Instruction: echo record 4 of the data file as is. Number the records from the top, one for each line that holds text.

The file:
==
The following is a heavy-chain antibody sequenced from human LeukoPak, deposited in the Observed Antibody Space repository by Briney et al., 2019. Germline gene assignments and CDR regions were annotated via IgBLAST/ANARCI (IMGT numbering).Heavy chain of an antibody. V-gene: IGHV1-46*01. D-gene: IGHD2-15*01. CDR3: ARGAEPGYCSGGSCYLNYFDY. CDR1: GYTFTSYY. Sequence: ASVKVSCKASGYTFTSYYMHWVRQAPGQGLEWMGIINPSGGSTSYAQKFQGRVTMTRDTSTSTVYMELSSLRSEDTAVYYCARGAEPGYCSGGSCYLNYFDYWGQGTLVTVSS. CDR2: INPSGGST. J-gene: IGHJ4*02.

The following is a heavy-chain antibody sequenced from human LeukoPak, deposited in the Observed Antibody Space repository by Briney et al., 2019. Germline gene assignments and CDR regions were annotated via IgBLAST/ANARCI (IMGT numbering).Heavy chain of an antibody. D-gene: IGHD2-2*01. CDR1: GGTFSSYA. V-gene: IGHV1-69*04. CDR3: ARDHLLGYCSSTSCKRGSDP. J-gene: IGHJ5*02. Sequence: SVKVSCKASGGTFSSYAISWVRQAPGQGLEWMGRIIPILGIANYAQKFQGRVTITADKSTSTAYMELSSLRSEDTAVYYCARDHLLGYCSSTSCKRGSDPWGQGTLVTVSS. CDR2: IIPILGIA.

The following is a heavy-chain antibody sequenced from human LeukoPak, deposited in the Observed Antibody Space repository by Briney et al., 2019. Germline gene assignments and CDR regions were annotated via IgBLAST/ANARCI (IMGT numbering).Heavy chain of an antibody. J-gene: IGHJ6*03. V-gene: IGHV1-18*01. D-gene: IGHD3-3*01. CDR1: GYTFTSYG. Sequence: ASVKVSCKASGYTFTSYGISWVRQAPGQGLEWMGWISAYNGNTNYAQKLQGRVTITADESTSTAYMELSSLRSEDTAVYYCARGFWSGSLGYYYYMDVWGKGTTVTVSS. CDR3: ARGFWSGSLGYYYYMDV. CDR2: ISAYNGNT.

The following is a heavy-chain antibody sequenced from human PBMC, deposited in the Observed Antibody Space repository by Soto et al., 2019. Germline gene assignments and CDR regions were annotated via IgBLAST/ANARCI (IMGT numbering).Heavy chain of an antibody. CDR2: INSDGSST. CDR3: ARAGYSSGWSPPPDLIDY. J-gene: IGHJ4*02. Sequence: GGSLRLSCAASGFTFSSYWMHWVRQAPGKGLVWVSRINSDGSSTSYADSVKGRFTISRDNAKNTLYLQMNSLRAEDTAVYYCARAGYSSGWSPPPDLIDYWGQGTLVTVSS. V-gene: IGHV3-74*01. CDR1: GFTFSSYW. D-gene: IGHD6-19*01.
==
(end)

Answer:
The following is a heavy-chain antibody sequenced from human PBMC, deposited in the Observed Antibody Space repository by Soto et al., 2019. Germline gene assignments and CDR regions were annotated via IgBLAST/ANARCI (IMGT numbering).Heavy chain of an antibody. CDR2: INSDGSST. CDR3: ARAGYSSGWSPPPDLIDY. J-gene: IGHJ4*02. Sequence: GGSLRLSCAASGFTFSSYWMHWVRQAPGKGLVWVSRINSDGSSTSYADSVKGRFTISRDNAKNTLYLQMNSLRAEDTAVYYCARAGYSSGWSPPPDLIDYWGQGTLVTVSS. V-gene: IGHV3-74*01. CDR1: GFTFSSYW. D-gene: IGHD6-19*01.